How Big is Your Trowel (Part IV)

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I am by no means a cultural anthropologist. I study bones, I play in dirt, and I offend people all the time, usually without meaning to. I am therefore completely professionally unqualified to argue that middle-aged Croatian men fetishize women with shovels. I have, however, met enough middle-aged Croatian men to feel comfortable making this assertion. How big was my sample size, you ask? First of all, you don’t need a sample size for anecdotal evidence. And it was five, which was plenty big enough.

To be fair, I have to give them credit for being so boldly confident in their sexuality at a point in their lives when most of their peers and their peckers are falling to erectile dysfunction, and a lot of credit is due to the forest workers in particular. Slaving away in a forest of enormous, erect phallic objects while your own wanker slowly withers away like an overdone noodle must be most disheartening.

So when a group of young foreign women appeared in the Phallic Forest, it must have seemed as though we had been beamed down from the heavens, our shovels our mighty staffs that could open a portal to a world of vaginas and manual labor.

The Men of the Phallic Forest did not hesitate to make their feelings known.

“You see that man there?” asked Mirko in his thickly accented English. It should be said that Mirko, in addition to sharing a name with a close friend’s beloved cat, Mirko is a wonderfully honorable man whose pores leak integrity when he sweats. He, like the other Croatian archeologists on our team, does not fetishize women with shovels. This could be because they see vagina-wielding-shovel-holders all the time, but I suspect it has more to do with their upstanding character.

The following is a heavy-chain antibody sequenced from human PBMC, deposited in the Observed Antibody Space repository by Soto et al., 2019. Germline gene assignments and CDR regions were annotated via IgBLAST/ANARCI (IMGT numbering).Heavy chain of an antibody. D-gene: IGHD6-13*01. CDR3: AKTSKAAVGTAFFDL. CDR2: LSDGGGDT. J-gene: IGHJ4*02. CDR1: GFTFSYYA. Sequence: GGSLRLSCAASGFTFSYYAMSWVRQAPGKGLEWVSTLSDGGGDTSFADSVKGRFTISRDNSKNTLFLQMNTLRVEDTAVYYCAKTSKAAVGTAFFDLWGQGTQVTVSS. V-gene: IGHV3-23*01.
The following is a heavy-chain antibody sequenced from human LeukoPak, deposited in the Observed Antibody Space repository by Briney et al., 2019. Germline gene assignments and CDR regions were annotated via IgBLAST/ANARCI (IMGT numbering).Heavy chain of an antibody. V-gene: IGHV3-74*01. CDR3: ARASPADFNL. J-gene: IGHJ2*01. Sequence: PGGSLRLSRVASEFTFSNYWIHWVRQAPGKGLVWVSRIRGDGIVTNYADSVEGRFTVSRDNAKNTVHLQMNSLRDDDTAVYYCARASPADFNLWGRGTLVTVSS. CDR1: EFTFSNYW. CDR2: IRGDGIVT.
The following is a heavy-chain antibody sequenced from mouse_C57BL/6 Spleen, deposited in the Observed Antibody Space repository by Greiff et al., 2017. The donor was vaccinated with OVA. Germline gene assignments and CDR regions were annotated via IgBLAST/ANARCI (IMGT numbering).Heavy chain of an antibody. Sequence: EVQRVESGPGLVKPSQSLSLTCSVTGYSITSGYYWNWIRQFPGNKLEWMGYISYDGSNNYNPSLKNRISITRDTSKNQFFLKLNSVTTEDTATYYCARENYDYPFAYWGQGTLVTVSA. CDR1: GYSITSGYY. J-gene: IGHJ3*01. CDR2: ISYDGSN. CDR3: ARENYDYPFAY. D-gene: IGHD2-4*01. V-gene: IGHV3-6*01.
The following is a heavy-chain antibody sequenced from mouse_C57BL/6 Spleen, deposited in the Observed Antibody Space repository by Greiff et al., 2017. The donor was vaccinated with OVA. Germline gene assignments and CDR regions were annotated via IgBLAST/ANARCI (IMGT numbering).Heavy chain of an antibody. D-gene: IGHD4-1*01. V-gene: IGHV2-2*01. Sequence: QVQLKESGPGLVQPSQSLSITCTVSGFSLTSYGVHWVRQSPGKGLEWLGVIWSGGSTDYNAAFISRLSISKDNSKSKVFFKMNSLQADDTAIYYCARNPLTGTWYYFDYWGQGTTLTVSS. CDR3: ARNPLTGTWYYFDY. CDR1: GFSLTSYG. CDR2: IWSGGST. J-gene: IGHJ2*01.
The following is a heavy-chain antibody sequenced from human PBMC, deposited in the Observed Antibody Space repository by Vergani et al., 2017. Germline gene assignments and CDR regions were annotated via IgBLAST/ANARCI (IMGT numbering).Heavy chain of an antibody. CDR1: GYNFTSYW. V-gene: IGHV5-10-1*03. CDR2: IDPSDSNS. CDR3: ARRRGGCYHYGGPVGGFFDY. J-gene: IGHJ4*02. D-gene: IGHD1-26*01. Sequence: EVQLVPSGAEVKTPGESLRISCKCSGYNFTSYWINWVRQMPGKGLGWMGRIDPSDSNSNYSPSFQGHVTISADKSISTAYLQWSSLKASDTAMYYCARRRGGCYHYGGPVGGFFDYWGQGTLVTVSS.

“Yes,” I answered, glancing at the individual in question. He stood at the edge of a trench with another one of our team members, gesturing madly and chatting away in what sounded like a mix of distinguished authority and a Balkan speech impediment.

“He wants to marry you,” said Mirko.

“That’s disgusting.”

“Yes. But do not worry. I told him you are vegetarian, and now he does not want to marry you. He is worried that if you are his wife, he will have to go into the fields every morning and cut down grass to feed you.” Mirko paused, then added, “He would not be a good husband. He has only one hand and a big tongue. He would not be able to please you, and he would talk too much.”

First of all, Eastern Europe, I don’t know what you’ve heard about American vaginas, but they’re not the fucking Mammoth Caves. One hand is more than enough. Second, vegetarians don’t eat grass. Those are cows you’re thinking of.

It turns out that my long time vegetarianism did not deter my middle-aged, one-handed, garrulous Croatian suitor. Throughout the next several weeks, he and his posse of forest workers brought countless gifts including chocolates, cookies, pretzels, mosquito repellant, and apples they stole from someone’s yard, and I only had to get my butt touched twice.